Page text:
Out-going Governor Tom Vilsack says he’s confident the feud between members of the board that governs the University of Iowa and some U-of-I faculty will not prevent the board from finding a “more than qualified” leader for the university.
Next week, the Faculty Senate and the student government at the University of Iowa plan to take votes of “no confidence” in two members of the Board of Regents who’ve been instrumental in the search for a new U-of-I president. Vilsack says he “trusts” the Board of Regents to find the right person for the job.
“This has been a difficult period for everyone associated and involved with the University of Iowa. Everyone shares the same goal, which is to find the best president for this university,” Vilsack says. “I’m confident that despite the troubles, we will find the best president.”
The university has been without a president since June. In mid-November, a search committee rejected the four finalists for the job. Vilsack convinced the search committee and the board to reconsider and a candidate was picked from among the four, but he turned down the job Thursday.
“I know that there are some concerns on the campus and I appreciate and respect those, but I’m going to continue to keep my focus on what is, I think, the most important job we all have which is to do all we can to get the best president — which is why I made the call I made earlier this week,” Vilsack says. According to Vilsack, the prospect turned the job down for personal reasons and not because of the uproar on campus.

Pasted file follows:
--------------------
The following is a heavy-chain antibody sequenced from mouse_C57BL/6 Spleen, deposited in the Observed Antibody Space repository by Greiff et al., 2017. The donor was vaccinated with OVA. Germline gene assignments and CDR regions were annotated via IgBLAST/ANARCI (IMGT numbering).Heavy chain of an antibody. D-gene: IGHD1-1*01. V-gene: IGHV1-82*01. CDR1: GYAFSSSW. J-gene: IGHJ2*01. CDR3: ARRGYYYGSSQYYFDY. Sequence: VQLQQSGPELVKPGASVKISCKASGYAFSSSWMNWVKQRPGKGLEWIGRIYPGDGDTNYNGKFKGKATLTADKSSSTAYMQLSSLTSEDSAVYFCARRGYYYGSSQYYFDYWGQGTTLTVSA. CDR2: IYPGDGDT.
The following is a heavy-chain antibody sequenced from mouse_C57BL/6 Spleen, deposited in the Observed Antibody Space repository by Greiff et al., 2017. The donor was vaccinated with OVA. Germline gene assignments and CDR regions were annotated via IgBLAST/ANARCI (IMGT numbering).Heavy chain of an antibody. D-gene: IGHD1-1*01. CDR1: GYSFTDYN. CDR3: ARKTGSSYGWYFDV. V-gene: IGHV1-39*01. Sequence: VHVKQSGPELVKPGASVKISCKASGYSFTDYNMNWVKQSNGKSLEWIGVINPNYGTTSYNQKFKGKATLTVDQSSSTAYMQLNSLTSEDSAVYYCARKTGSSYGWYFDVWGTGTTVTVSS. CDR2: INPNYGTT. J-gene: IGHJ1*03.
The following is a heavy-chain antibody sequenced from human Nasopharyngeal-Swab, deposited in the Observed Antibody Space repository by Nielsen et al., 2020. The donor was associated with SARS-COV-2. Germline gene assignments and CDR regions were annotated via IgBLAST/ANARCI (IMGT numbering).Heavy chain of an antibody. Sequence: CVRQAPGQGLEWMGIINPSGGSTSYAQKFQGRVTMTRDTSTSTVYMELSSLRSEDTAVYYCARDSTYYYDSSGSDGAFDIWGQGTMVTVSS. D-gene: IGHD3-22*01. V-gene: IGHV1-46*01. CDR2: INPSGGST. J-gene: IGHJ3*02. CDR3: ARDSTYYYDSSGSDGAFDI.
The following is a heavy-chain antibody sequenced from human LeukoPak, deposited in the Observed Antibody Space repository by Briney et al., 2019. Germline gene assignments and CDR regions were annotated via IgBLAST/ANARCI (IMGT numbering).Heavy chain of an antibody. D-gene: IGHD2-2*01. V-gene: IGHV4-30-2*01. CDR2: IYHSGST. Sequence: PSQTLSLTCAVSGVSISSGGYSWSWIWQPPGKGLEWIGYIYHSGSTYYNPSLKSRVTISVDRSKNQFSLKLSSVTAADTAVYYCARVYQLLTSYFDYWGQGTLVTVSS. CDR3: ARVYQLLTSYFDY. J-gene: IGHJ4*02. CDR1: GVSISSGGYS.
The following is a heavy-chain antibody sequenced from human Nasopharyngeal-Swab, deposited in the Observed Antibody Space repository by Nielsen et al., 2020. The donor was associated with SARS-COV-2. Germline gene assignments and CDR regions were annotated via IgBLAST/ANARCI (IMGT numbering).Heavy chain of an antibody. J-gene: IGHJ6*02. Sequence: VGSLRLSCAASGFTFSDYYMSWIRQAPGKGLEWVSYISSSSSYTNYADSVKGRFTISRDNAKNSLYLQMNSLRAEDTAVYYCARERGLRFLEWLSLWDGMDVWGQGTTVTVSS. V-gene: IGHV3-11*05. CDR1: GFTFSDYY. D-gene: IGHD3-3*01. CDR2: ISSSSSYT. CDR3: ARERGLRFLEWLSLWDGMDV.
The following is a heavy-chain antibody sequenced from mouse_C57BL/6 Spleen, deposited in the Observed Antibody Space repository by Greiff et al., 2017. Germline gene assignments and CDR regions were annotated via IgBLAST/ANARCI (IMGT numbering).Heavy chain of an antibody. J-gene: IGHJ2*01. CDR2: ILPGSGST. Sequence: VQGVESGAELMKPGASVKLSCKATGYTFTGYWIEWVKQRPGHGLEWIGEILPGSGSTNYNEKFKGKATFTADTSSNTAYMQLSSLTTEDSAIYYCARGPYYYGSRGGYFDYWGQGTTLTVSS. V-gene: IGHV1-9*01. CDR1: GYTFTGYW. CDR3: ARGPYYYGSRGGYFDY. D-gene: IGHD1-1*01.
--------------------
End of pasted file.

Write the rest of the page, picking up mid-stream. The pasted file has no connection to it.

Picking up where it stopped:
The Board of Regents meets Monday, and while Vilsack says he’ll talk with the board about restarting the process of searching for a new U-of-I president, he will not publicly offer advice or suggest what lessons were learned from the aborted search.
“I still have confidence in all of us — not just the Regents, but the faculty and the staff and the students and the deans and all of the people on the campus,” Vilsack says. “We will eventually find a very, very top-notch candidate for this job and we will see the University of Iowa continue to have a strong tradition of excellence.”
Vilsack’s term in office will end January 12th when the next governor is sworn in, and he concedes it’s unlikely a president for the University of Iowa will be chosen before he leaves office.
“Regardless of what happens in terms of activities on campus, they should not loose focus on the single most important thing out of this…that we get the very best president,” Vilsack says. “I am confident at the end of all of this…we will find that candidate.”